I’ve always had this hunch – that LEGO Ideas no longer seems like an accessible, and affordable theme.
LEGO Ideas is one of my favourite LEGO themes, and a theme that I’ve always felt a strong affinity to because of how it works. Regular LEGO builders submit designs to the LEGO Ideas website, and regular fans like you and I vote on our favourite designs.
Fan-submitted designs who achieve 10,000 votes then go into a review round, where the LEGO Ideas team deliberate and select one (or sometimes more) projects that will eventually be turned into a LEGO set.
The theme has spawned many greats, from the Ghostbusters Ecto-1, to the NASA Apollo 11 Saturn V rocket to the immaculate Pirates of Barracuda Bay to last year’s Medieval Blacksmith which took out the Best Set of 2021 reader vote.
The LEGO Ideas theme has pedigree, and pound for pound, is responsible for some of LEGO’s greatest hits that have profoundly impacted the kinds of sets LEGO has produced. But in the last 3 years, LEGO Ideas sets have become bigger, and more expensive, which makes me quite uncomfortable, as they seem to now largely price out builders on a budget.
This realisation really hit me when I reviewed the upcoming 21335 Motorised Lighthouse, which for all intents and purposes, is a really fantastic set, but with a huge price tag.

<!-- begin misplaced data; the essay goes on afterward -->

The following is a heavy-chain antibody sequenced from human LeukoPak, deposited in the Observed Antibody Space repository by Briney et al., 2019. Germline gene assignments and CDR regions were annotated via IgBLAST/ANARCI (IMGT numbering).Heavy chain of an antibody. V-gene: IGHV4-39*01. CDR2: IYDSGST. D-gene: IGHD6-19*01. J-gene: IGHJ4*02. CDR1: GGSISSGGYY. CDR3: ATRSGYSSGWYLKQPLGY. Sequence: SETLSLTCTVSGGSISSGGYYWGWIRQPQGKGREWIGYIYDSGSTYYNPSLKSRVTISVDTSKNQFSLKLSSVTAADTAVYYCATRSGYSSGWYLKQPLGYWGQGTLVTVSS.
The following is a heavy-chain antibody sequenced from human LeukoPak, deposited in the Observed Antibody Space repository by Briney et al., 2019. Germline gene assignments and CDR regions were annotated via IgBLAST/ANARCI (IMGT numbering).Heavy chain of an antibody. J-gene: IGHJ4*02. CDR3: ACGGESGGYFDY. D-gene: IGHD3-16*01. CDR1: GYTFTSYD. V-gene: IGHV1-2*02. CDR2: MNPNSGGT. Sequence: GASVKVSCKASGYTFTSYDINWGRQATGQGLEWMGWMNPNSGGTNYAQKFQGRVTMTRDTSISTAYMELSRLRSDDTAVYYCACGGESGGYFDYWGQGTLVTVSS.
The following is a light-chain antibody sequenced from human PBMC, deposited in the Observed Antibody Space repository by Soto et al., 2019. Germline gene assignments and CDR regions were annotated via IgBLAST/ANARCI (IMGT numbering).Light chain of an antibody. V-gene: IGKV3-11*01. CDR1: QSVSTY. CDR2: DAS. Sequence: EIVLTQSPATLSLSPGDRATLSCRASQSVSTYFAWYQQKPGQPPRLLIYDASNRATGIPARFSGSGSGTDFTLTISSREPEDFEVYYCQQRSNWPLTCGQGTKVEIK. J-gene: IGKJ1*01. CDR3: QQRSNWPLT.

In this post, we’ll go through the following:
- Charting how big and pricey LEGO Ideas sets have gotten
- When did LEGO Ideas sets get big and expensive?
- Where did all the affordable LEGO Ideas sets go?
- Is this a good or bad thing?
Charting how big and pricey LEGO Ideas sets have gotten
If there are questions to answer, the first place to start is with data. I pulled LEGO Ideas sets (minus the Shinkai Submarine and Hayabusa) beginning with 21102 Minecraft Micro World from 2012, all the way up to the newest release, 21336 The Office which comes out in October 2022.
As a long-time LEGO fan and observer, pricing and set size can sometimes get muddled by the passage of time. It’s funny how our brain works, especially when we expect to pay 2013 prices in 2022 because we were so used to it then.
The first graph decisively answered my question – that sets were indeed becoming bigger, which is quite clear when you look at the trendline.